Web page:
I am pleased to post that Shahdin Farsai has joined our firm as an associate lawyer. She was a judicial clerk to six judges at the Supreme Court of British Columbia in 2015-2016. She articled and then was as an associate lawyer in Vancouver at a large national firm, where she practiced in civil litigation. She plans to focus her practice with us primarily in the areas of estate planning, estate administration and estate litigation. 

Most recently,  she spent a year in Finland.  

She speaks Farsi fluently, and can converse in French and Finnish. 

Sunday, April 04, 2021

Petrick (Trustee) v. Petrick


I have always urged caution in using joint tenancies as an estate-planning tool for the transfer of wealth from a parent to a child. One of my earliest blog posts, from September 17, 2005 is entitled “Six PotentialPitfalls Parents Should Consider Before Transferring Real Estate Into a JointTenancy with Their Children.” Jointures, including joint bank accounts, appear to be deceptively simple. On the death of a joint owner, the title to the asset passes by right-of-survivorship to the other joint co-owner (or owners). But it is not really that simple. In many cases, there is a question about whether the survivor is really entitled to keep the property or whether it is held in trust for the now deceased co-owner. There may also be unintended consequences of owning property in a joint tenancy. The nuances and risks are illustrated in the case I am about to discuss.

Dena Chilton and her son Rock Petrick purchased a condominium in New Westminster, British Columbia. Ms. Chilton contributed the down payment for the purchase and she lived in the condominium. Mr. Petrick did not live with her. They were both on the mortgage. There was conflicting evidence as to whether Mr. Petrick made any mortgage payments, but Ms. Chilton paid the bulk of the mortgage payments and other expenses associated with the condominium. Mr. Petrick later had financial problems, and Ms. Chilton asked him to transfer his interest in the title to her. He did so in July 2014.

Mr. Petrick went bankrupt, and following his bankruptcy, his trustee in bankruptcy applied to court to set aside the transfer of his half interest to his mother. The trustee in bankruptcy argued that the transfer was a fraudulent conveyance intended to defeat Mr. Petrick’s creditors.

Both Ms. Chilton and Mr. Petrick argued that he never had a beneficial interest in the condominium. That is, although he had an interest in the title, he held it in trust for his mother. There is a presumption of law, referred to as a resulting trust, that if someone pays the purchase price for property, but puts it in the name of another, who did not contribute to the purchase, the other person who received the tittle gratuitously, holds in trust for the person who paid the purchase price. This presumption applies to the interest in the title of a joint tenant who has received his interest gratuitously. Ms. Chilton’s evidence was that she had her son’s name on the condominium as a joint tenant so that on her death, the condominium would pass to him, without the requirement that he obtain a grant of probate of her will.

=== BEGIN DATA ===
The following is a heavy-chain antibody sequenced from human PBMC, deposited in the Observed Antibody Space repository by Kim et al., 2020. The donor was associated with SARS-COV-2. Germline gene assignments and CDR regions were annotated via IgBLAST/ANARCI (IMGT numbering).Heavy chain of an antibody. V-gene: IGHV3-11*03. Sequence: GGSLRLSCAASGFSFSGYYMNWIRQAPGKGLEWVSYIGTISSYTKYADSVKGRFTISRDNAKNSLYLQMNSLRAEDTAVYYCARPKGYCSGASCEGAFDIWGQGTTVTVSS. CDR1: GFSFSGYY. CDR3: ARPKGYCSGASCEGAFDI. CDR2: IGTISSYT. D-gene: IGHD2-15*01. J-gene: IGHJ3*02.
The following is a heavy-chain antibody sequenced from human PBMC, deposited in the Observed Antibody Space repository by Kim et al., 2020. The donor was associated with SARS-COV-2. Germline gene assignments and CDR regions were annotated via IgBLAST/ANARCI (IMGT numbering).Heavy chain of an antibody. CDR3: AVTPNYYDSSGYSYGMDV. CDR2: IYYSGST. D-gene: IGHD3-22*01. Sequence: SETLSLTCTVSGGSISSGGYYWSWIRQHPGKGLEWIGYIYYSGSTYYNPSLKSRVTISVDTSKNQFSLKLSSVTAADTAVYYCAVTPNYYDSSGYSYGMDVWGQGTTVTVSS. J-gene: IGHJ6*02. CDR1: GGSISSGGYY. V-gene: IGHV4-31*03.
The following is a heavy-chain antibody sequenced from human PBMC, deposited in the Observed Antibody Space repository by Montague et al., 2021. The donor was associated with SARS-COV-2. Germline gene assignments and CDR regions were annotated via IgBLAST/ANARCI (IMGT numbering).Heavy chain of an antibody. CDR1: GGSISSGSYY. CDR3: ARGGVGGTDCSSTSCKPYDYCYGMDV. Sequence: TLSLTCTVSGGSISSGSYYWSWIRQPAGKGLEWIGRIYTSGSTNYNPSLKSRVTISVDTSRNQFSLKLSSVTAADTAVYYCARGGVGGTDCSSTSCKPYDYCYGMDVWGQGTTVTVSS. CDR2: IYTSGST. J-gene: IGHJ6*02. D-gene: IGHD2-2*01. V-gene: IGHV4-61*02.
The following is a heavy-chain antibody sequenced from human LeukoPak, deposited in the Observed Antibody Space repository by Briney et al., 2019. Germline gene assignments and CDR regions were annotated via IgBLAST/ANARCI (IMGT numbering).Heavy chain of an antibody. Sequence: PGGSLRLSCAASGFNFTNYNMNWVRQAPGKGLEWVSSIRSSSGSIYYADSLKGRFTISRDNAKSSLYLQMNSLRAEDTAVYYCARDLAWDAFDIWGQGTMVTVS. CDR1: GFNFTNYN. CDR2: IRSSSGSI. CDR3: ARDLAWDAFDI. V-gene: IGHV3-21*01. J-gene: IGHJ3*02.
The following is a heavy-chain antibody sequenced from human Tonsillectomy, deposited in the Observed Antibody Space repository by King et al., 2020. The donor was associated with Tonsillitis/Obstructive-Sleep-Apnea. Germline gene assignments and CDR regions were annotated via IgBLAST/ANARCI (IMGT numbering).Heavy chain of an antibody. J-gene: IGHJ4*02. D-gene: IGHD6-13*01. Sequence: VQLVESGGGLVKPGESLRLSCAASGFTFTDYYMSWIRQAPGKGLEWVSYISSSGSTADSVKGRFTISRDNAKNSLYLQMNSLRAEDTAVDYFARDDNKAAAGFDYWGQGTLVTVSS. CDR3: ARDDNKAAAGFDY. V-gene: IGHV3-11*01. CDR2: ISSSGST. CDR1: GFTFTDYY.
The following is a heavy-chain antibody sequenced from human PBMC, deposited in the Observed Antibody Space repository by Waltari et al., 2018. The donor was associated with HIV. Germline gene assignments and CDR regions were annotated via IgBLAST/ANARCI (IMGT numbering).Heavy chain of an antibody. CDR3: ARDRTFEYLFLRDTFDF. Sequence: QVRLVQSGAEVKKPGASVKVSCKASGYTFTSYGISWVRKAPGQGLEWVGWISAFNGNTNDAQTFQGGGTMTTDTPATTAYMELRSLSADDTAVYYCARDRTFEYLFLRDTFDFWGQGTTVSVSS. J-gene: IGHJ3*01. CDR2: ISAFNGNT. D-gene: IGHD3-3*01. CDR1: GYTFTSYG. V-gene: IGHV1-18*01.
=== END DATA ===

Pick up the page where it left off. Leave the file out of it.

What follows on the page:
If in fact Mr. Petrick held his interest in the title in trust for his mother, then the transfer of title to his mother was not a fraudulent conveyance. His creditors would not have been entitled to a half-interest in the condominium if he did not have a beneficial interest in it.

Madam Justice Francis, in Petrick (Trustee) v. Petrick, 2019 BCSC 1319, held that Mr. Petrick did have a beneficial interest in the condominium and set aside the transfer to his mother as a fraudulent conveyance.

In her reasons for judgement, Madam Justice Francis nicely summarized three alternative possible ownership interests that joint tenants may have in property. She wrote at paragraph 40:

[40]         Not all jointly owned property is subject to a true joint tenancy. Pursuant to the Supreme Court of Canada’s decision in Pecore v. Pecore, 2007 SCC 17 [Pecore], property that is held in joint tenancy can give rise to three potential scenarios in terms of the beneficial interests of the title holders:

a)    A true joint tenancy, in which the joint tenants are each owner of the whole. Each enjoys the full benefit of property ownership and the ultimate survivor will enjoy the whole title for him or herself.

b)    A resulting trust, wherein only one joint tenant has any beneficial interest in the property and the other joint tenant, usually a gratuitous transferee, holds title in trust for the other and has no beneficial interest in the property.

c)     A scenario which is sometimes referred to as a “gift of the right of survivorship,” wherein a joint tenant is gratuitously placed on title and has no beneficial entitlement to the property during the lifetime of the donor, but if the donee survives the donor, the donee will receive the entire property by right of survivorship.  In Bergen v. Bergen, 2013 BCCA 492 at para. 37 [Bergen], Newbury J.A. described a gift of the right of survivorship in a joint account as “an immediate gift of a joint interest consisting of whatever balance exists in the account on the transferor’s death, assuming he or she dies first.”

Madam Justice Francis found that Ms. Chilton and Mr. Petrick were true joint tenants. She found that he did not receive his interest gratuitously. Because he was a co-borrower under the mortgage, he took a financial risk if the mortgage went into default. The presumption of resulting trust only applies when someone on title has acquired his interest gratuitously. The contributions of the co-owners for property do not have to be equal to avoid the presumption of resulting trust. Pledging credit is a contribution, even if Ms. Chilton could have qualified for a mortgage without Mr. Petrick being a co-borrower. As set out in Madam Justice Francis' reasons: